20 Australians Under 20 You Need to be Watching – Men

These are the 20 Australian swimmers under 20 years of age who you need to be paying attention to. Below are the 10 men to watch in no particular order.

Elijah Winnington

  • Age: 18
  • Stroke:  Mid-distance freestyle
  • Most Impressive Feat: World Junior Record Holder 200 freestyle LCM & 400 freestyle SCM

Why you should be watching: He holds multiple World Junior Records, has represented Australia at Pan Pacifics and Commonwealth Games (where he took relay gold in the 4×200 freestyle with the fastest split for Australia of 1:45.97). His time at Queensland Champs puts him 12thin the world this year in the 200 freestyle.

Joshua Edwards-Smith

  • Age: 15
  • Stroke: Backstroke
  • Most Impressive Feat: 3 Australian Records

Why you should be watching: Edwards-Smith is 15 and already holds 3 Australian records. He has represented Australia at the Oceania Championships in Papua New Guinea. His 200 backstroke long course is a 2:00.23 which ranks him 92nd in the world this year at just 15 years of age.

Stuart Swinburn

  • Age: 16
  • Stroke: Backstroke
  • Most Impressive Feat: Two-time Junior Pan Pacific ‘A’ Finalist

Why you should be watching: Swinburn narrowly missed Mitch Larkin’s 16-year 200 backstroke Australian record at Age Championships this year and went on to qualify for Junior Pan Pacific’s making two A finals. He also represented Australia at the 2018 Youth Olympic Games.

Zac Stubblety-Cook

  • Age: 19
  • Stroke: Breaststroke
  • Most Impressive Feat: 200 breaststroke silver at Pan Pacs

Why you should be watching: Stubblety-Cook is the most immediately impressive swimmer on this list. At 19 he is already a Pan Pacs silver medalist and just over a second from the world record in the 200 breaststroke with his 2:07.89 from Pan Pacs. This time puts him 5thin the world this year.

Leon MaCalister

  • Age: 18
  • Stroke: Backstroke
  • Most Impressive Feat: Australian Record

Why you should be watching: Macalister has been dominating at an age group level for years in Australia culminating in an Australian record in the 16-years 100 backstroke. He has a bright future ahead of him as a recent commit to Stanford’s Class of 2023.

Thomas Hauck

  • Age: 15
  • Stroke: Free/Back/IM
  • Most Impressive Feat: 3 Australian Records

Why you should be watching: Hauck is recently turned 15 and already has 3 Australian records. At the recent Queensland Champs he picked up a whopping 7 golds and a bronze in what is by no means an easy field also picking up Age Group Swimmer of the Meet. His versatility is also impressive – these medals came across backstroke, freestyle, IM and butterfly.

Brendon Smith

  • Age: 18
  • Stroke: Freestyle
  • Most Impressive Feat: Junior Pan Pacifics Silver

Why you should be watching: Brendon Smith fought his way to silver on a world stage at Junior Pan Pacific Champs. He also made A finals in a variety of other events finishing the meet with a 4tha 5thand a 6thto add to his silver. His 400 IM may be his most impressive – his 4:18.95 from Junior Pan Pacs puts him 71stin the world this year.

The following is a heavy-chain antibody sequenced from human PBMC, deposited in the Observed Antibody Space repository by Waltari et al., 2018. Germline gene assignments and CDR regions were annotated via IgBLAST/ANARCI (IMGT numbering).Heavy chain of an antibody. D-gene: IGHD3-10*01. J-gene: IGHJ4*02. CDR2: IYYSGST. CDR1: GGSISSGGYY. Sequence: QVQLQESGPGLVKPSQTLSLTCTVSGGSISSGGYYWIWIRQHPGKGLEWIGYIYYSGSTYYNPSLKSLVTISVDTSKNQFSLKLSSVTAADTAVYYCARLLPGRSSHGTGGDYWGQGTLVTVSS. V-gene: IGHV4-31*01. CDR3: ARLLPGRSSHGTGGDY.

Ash Brinkworth

  • Age: 18
  • Stroke: Sprint Freestyle
  • Most Impressive Feat: Junior Pan Pacifics Gold

Why you should be watching: Brinkworth dropped a 22.72 in the Junior Pan Pacifics final to clinch the gold. In the heat he dropped a 22.68 and his lifetime best is a 22.66. Being the Junior Pan Pacific reigning champion in the 50 free is no mean feat and Brinkworth is still 18 giving him plenty of time to make an impact on an open level on the world stage.

Sam Short

  • Age: 15
  • Stroke: Distance Freestyle
  • Most Impressive Feat: 2 Australian Short Course Records

Why you should be watching: The youngest swimmer on this list, Samuel Short made headlines in August when he broke two national records at the Brisbane Short Course Champs. He took down Mack Horton’s 1500m SC record in a 15:31.87. His 800 at the competition was also a record in an 8:09.42.

Lewis Blackburn

  • Age: 18
  • Stroke: Backstroke
  • Most Impressive Feat: 6that Youth Olympic Games

Why you should be watching: Blackburn took 6thplace in the final of the 50 backstroke at Youth Olympic Games. This was one of the top performances by Australian men at the competition and with Blackburn not turning 19 until 2019 he has plenty of time to make an impact on the world stage at an open level.

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I appreciate the article, and, indeed, I shall be watching in the coming months/years.
However, the systemic problems of Swimming Australia continue to manifest themselves as recently as World SC Championships, e.g., their commitment to send a significant team didn’t materialize. Of course, there are explanations why (or excuses) but without more regular international racing and a change in leadership attitude, I just don’t see the Ozzies being a huge factor In Tokyo 2020 – a sad possibility for me and for international sport.


Agreed…Australia seems to have a low conversation rate of young talented swimmers into international competitors.


Can’t take your opinion seriously if you use the word ‘ozzies’…


Oh, please!
I lived in Sydney, for crying out loud!!!
My usage perfectly fine, mate!

Old Coach

The beef is with the spelling “Aussies”:


Aussies or wizard of OZ, but not Ozzies.


Nope, we’re not drunk gothic rockers, we’re Aussies. And I’m so sorry you had to live in Sydney

Drama King

I thought you are in Dallas.
Surely a maverick 😂


Ho, Ho, Ho!
Neither Maverick nor Cowboy nor Star
Operative word in previous post – “lived” – past tense
In Dallas, living here now – Lone Star Republic and all that!
PS: Oxford English Dictionary thinks “Ozzie” is just quite fine as a spelling –

Drama King

Thomas Neil ? Se-Bom Lee ?

drama queen

this is good stuff, note that tom hauck went to junior pan pacs ^_^

Drama King


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